Because of these laws, school districts must provide to every student a "Free and Appropriate Public Education" (FAPE) which means that parents and students can go to a Due Process Hearing if school and family disagree. Because some families chose to use this process, a recent class action law suit was settled (The "PJ Case") in which students with Intellectual Disabilities were promised a chance to be educated with their "Non Disabled Peers" to the "maximum extent appropriate". The right to be educated in the General Education setting along side their Typical Peers" (Inclusion) has been guaranteed.
Schools must obtain signed consent from parents before providing Special Education and related services to the child.
Testing the Law
All teachers in Connecticut must become familiar with the legal expectations of teaching students with Intellectual Disabilities.
The class action case,
P.J. ET AL (Plaintiffs) v. State of Connecticut, Board of Educat
ET AL (Defendants),
became famous in the last decade. Because of the decision in the "PJ Case", we are all now required to teach students identified with Intellectual Disabilities, in our classrooms.
This case was filed in 1991 by five school-age children with mental retardation and their families and was certified as a class action lawsuit on December 13, 1993. The court approved the settlement on May 22, 2002.
The class includes all school-age children with the label mental retardation/intellectual disability on or after February 20, 1991, who are not educated in regular classrooms.
This class action suit was tried and settled in Federal Court in regards to students with "Intellectual Disabilities" (ID). School districts must now meet the following 5 goals:
1. To reduce the disparate identification of students with Intellectual Disabilities. African American students, especially boys, were over-identified. Upon re-examination, school teams found students who really were not Intellectually Disabled.
2. To increase the percent of students with Intellectual Disabilities who are placed in Regular Education classes. Being included in Regular Education classes is mandatory.
3. To increase the mean and median percent of the school day that students with Intellectual Disabilities spend with Non Disabled students. ID students must spend increasing amounts of time in the Regular Education class with peers of their same age.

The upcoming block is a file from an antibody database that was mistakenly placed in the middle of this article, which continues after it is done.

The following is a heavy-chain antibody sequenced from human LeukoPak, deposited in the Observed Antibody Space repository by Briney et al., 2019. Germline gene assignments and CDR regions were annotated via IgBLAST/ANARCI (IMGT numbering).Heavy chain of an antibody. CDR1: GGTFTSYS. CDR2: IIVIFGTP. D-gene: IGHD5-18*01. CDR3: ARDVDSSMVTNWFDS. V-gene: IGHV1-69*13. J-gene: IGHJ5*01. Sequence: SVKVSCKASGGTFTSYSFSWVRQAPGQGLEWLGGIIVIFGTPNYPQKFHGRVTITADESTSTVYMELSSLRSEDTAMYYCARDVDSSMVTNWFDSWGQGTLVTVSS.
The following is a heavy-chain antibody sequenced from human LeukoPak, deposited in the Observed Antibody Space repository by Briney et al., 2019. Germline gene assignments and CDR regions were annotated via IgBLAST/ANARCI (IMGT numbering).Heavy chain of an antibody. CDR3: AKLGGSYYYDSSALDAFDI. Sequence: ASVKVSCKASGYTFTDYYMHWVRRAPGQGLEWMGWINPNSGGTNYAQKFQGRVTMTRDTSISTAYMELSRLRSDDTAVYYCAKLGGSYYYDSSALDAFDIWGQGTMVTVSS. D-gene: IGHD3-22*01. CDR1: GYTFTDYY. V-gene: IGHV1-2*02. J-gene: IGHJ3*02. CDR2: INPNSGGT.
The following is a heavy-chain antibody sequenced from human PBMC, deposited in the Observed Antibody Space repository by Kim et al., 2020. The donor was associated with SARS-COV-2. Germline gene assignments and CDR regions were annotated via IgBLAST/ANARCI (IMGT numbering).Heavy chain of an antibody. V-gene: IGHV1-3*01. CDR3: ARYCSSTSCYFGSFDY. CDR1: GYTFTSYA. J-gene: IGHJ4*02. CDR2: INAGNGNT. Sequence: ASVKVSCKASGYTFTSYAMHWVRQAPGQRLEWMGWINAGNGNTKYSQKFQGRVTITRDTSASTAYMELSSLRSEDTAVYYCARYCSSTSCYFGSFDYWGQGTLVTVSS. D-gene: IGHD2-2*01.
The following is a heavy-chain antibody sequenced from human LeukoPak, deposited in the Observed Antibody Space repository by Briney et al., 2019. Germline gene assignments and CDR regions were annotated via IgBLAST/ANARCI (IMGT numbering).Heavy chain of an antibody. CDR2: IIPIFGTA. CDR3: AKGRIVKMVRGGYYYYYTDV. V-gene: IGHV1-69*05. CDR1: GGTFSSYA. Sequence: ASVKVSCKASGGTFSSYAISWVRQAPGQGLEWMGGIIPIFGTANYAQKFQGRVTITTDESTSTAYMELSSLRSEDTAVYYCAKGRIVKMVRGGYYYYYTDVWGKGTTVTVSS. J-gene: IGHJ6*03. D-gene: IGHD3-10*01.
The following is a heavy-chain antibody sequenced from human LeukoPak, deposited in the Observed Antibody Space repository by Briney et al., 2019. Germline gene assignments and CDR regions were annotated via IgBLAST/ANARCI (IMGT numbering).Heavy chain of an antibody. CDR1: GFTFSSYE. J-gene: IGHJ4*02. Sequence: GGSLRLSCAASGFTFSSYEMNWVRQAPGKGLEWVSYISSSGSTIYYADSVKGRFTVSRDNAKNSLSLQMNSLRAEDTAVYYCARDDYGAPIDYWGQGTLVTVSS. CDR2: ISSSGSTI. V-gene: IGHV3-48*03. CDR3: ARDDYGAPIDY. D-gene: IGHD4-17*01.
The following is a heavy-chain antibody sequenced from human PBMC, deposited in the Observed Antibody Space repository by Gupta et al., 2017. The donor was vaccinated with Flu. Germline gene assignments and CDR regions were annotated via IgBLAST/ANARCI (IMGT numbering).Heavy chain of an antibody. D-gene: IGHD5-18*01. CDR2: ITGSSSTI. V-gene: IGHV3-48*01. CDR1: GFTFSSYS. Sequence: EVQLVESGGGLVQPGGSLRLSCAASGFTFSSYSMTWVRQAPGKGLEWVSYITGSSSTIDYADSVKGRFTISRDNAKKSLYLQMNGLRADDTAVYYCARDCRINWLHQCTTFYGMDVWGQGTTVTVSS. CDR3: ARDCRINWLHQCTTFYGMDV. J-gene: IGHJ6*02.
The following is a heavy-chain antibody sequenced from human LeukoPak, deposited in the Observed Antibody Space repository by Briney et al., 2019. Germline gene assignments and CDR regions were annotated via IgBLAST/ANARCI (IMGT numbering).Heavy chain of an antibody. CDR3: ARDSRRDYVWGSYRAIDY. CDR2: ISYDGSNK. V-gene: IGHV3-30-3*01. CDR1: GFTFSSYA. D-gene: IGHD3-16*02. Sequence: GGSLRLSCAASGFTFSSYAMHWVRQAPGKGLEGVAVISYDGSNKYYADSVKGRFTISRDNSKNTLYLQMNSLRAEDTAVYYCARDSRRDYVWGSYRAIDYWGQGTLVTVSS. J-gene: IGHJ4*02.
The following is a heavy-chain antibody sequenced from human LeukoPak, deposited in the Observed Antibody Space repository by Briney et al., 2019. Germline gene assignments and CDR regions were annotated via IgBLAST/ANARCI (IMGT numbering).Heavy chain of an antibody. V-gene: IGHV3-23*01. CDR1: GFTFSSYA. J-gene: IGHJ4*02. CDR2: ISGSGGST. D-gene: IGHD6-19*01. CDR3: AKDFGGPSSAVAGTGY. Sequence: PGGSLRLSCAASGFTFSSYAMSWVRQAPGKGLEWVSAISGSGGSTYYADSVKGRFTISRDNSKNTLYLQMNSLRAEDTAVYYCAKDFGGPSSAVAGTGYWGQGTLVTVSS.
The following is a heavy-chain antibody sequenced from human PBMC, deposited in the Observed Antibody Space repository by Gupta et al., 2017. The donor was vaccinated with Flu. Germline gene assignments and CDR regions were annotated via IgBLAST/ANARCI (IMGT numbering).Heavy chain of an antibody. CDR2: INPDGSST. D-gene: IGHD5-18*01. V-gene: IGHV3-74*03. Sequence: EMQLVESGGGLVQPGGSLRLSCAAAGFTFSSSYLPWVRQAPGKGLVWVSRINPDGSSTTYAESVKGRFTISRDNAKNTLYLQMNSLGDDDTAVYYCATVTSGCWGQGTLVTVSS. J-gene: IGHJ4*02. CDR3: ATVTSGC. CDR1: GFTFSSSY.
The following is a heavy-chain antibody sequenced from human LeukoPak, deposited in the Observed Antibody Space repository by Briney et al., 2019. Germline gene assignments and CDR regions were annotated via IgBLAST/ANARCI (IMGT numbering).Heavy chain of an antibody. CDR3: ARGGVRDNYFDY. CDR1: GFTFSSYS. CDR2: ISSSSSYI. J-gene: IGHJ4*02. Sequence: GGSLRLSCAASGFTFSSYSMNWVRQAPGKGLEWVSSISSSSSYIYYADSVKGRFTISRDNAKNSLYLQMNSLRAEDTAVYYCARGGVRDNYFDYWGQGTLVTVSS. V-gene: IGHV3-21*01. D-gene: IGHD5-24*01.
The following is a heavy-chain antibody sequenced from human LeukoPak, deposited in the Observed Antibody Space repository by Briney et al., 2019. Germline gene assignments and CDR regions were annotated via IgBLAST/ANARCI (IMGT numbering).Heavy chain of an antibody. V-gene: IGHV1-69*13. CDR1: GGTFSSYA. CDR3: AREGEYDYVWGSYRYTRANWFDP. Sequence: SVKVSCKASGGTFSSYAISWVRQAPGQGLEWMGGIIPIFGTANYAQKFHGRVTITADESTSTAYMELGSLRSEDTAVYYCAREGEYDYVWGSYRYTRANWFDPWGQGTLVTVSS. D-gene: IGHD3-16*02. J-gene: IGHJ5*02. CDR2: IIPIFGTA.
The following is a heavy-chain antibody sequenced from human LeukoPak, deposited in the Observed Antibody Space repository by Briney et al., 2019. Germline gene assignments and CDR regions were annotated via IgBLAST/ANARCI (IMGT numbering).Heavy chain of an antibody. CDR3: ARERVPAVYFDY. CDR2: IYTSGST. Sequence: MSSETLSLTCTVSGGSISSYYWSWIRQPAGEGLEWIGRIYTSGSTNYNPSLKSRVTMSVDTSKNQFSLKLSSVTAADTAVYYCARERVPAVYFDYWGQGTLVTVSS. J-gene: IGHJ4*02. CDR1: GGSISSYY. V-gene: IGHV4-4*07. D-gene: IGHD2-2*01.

4. To increase the percent of students with Intellectual Disabilities who attend the school they would attend if not disabled (home school.) No longer were students to be sent to a different school, outside their neighborhood, to be educated.
5. To increase the percent of students with I.D. who participate in school sponsored extra-curricular activities with Non Disabled peers. ID kids could go to all school dances, clubs and activities and in fact, would be encouraged to do so.
During State Department of Education "Walkthrough Reviews" of students Individualized Education Programs (IEP), the following indicators are to be observed: Each observable indicator is recorded. If there is sufficient evidence of the indicator, the observer awards one point. If there is little or no evidence of the indicator, there is no point awarded (zero):
INDICATORS #1 -6:
1. The student is seated within the same seating structure as the other students in the room. (Conversely: Student is in a study carrel, separate seat apart from the regular group, or back of the room.)
2. The general education teacher is the main provider of the instruction or assessment or as a part of a co-teaching support, in partnership with the special education teacher. (A paraprofessional or other adult may be available to assist the student when necessary, but the student is viewed as attentive to the teacher and the teacher is attentive to the student.) (Conversely: Student is being taught by a paraprofessional or special ed teacher and is not part of the regular classroom instruction/lesson.)
3. Student is engaged in the same curricular activity as the other members of the class. (The material/instruction may be accommodated or the content/performance accommodated or modified for student's needs but these do not change the intent or nature of the activity from the grade level standard.)(Conversely: Student is engaged in a separate unrelated activity or different content area. Student's activity is weakly connected to the grade level standard, more superficial in nature.)